Thermoplastic polymer melts are widely used in many modern industrial processes to manufacture a multitude of objects. While the last article showed which properties of thermoplastics can be determined with a Kinexus Rotational Rheometer, we are now moving to real-life examples explaining how the measured properties can help solve polymer processing problems.
A) Variability of tube and pipe gauges in extrusion processes
Oscillatory testing at low frequencies revealed differences in the Elastic modulusThe complex modulus (elastic component), storage modulus, or G’, is the “real” part of the samples the overall complex modulus. This elastic component indicates the solid like, or in phase, response of the sample being measurement. elastic modulus between different batches of material. Clearly, the pipe gauge depends on the degree of recovery of the polymer after being extruded and so not surprisingly, the pipes and tubes with the higher gauge have a greater Elastic modulusThe complex modulus (elastic component), storage modulus, or G’, is the “real” part of the samples the overall complex modulus. This elastic component indicates the solid like, or in phase, response of the sample being measurement. elastic modulus.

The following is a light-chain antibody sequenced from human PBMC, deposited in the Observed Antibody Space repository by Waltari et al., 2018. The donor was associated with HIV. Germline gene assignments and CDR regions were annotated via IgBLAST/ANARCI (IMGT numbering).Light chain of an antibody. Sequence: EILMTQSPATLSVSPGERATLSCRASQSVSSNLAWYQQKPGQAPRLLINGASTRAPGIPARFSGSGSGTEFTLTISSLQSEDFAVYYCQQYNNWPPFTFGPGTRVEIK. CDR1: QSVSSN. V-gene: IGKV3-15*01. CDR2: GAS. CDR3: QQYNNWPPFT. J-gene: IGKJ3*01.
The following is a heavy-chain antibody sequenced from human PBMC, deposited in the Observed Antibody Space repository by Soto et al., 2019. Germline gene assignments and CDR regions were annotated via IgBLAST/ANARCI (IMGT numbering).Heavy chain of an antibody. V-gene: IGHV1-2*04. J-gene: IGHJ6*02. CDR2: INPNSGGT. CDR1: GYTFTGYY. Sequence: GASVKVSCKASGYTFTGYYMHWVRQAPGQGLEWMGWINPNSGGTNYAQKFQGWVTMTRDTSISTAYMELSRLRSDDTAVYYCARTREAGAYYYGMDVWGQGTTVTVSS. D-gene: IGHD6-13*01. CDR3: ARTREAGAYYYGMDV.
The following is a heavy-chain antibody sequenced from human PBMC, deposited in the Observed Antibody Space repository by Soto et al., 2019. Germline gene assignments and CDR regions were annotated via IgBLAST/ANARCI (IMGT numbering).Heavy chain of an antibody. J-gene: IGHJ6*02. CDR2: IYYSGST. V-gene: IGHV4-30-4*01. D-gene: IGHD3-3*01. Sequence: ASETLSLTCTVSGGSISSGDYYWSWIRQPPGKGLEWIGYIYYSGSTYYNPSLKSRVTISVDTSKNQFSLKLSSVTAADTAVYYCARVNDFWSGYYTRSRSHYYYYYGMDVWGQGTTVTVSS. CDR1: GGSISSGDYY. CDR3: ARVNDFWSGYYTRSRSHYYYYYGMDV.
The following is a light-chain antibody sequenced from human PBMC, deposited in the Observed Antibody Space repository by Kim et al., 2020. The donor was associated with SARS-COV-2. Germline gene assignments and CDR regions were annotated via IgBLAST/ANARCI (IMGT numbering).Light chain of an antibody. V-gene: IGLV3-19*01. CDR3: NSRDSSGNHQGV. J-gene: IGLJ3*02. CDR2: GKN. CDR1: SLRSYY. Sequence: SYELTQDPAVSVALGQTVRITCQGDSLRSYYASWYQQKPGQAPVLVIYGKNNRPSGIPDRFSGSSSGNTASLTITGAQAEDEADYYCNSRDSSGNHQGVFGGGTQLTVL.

B) Reducing Inconsistent Fiber Spinning Properties
By low-frequency oscillatory testing, differences in the elastic properties of different batches of material could be shown. The differences in elasticity at a low frequency are related to differences in the molecular weight distribution (MWD) with the result that the broader MWD results in increased molecular chain entanglement which hinders the draw down process of the fiber-spinning process. This, in turn, causes inconsistency in the final product.
In our next article, we will complete the picture on rheological analysis of thermoplastics and explain the properties that can be measured with the Rosand Capillary Rheometer.
 Rheology Testing of Polymers and the Determination of Properties Using Rotational Rheometers and Capillary Extrusion Rheometers (azom.com)
Thanks to Dr Bob Marsh (former employee of Malvern Panalytical) as the original author of this article!
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